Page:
A Wonderful “Mom-ologue”
Many Baby Boomers’ earliest memories were of their stay-at-home mothers laughing at a risque line in an Erma Bombeck column, carefully cutting the column out – then glaring at us before running off to call a girlfriend and read Bombeck’s latest. And giggling.
Always the giggling!
Millennials haven’t a clue.
Bombeck’s thrice-weekly column was eventually syndicated to approximately 900 newspapers with a readership of over 30 million until her death in 1996. She was only 69.
But, oh what a life!
Before her passing, after enduring polycystic kidney disease her entire adult life, she’d become an American icon. Many of her fifteen books were best-sellers, some went to No. 1 on the New York Times Bestsellers’ List. She was a regular commentator on Good Morning America,”appeared on local talk shows in towns where her columns were published, and was awarded over a dozen honorary degrees.
As an enthusiastic partner in the Women’s Voices Theater Festival, Arena Stage produced not one but two shows, of which this is the second.
Erma Bombeck: At With’s End, directed lovingly by David Esbjornson, is billed as a one-woman show with Texas-based actor Barbara Chisholm portraying Bombeck.
Would it be a stand-up comedy routine? Or someone reading Bombeck’s best quotes from a podium? Maybe a PowerPoint presentation?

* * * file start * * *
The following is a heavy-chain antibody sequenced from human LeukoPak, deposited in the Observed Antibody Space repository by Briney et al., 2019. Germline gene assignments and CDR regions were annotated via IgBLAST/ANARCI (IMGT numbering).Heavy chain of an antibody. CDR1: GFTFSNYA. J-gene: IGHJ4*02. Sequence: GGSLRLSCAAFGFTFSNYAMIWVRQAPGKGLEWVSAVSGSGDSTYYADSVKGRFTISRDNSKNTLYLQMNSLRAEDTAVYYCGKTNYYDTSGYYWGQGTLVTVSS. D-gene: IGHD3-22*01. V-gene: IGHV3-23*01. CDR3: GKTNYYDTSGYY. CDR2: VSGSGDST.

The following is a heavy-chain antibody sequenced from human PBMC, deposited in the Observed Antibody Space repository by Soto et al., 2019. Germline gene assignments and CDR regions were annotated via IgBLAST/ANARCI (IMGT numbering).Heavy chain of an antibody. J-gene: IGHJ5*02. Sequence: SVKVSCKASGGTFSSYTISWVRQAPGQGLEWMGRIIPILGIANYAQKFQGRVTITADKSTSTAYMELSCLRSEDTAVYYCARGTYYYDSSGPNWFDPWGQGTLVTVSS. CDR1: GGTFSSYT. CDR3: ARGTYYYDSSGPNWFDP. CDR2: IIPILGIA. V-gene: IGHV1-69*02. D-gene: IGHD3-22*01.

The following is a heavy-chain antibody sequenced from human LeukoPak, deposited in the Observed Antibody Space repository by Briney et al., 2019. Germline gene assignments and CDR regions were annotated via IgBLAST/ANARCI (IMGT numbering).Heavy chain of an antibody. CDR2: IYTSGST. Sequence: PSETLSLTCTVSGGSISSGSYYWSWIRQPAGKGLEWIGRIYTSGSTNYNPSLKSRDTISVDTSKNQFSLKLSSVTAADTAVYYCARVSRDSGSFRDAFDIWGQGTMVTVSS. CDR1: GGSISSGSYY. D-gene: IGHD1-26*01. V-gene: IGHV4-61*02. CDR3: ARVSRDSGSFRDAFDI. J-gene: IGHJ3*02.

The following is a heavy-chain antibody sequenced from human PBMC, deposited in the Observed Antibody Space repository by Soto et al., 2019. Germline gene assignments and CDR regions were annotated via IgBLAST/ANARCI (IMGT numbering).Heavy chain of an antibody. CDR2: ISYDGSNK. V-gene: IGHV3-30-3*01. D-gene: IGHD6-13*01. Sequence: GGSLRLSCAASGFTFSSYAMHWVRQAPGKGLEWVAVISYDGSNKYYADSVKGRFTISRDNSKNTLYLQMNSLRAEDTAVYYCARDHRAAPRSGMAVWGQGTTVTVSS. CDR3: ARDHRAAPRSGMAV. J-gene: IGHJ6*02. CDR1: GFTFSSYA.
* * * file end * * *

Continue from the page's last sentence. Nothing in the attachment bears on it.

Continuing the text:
It was beyond expectation.
The set, designed by Daniel Conway, was an amazing depiction of the Bombecks’ idyllic suburban home in the Cherrywood Acres community of Dayton, Ohio. It made suburbia look downright enticing.
The blonde wood stage and set visually appeared to float a few feet above the floor. Above it, like a giant picture frame, a wooden trapezoid was suspended on a slight angle high over the stage. The stage, partly a checkerboard floor and partly carpeted was furnished with three main “rooms” – TV room, bedroom and kitchen area. Support structures on either side of the bed were used as the front door and a door to the bedroom.
There were little touches, too. Like the “desk” that Bombeck used to type her columns. A basket of rumpled laundry (Is there any other kind?).
In addition to Chisholm, several actors, ranging from a third grader to Holly Twyford, a four-time Helen Hayes Award recipient, provided pre-recorded voices that were occasionally heard during Chisholm’s mom-ologues.
As the show opens, Chisholm is preparing breakfast for her three children Betsy, Andy and Matthew Bombeck. It’s the first day of school and kids and pets are underfoot.
A kid balks.
“How can a child eat yellow snow, kiss a dog on the lips … yet refuse to drink out of a cup his brother just used?” she wonders aloud.
The kids are finally off to school and she begins to ponder her life and look back.
“Motherhood is the world’s second oldest profession, but unlike the first, there’s no money in it,” she jokes.
That’s just for starters.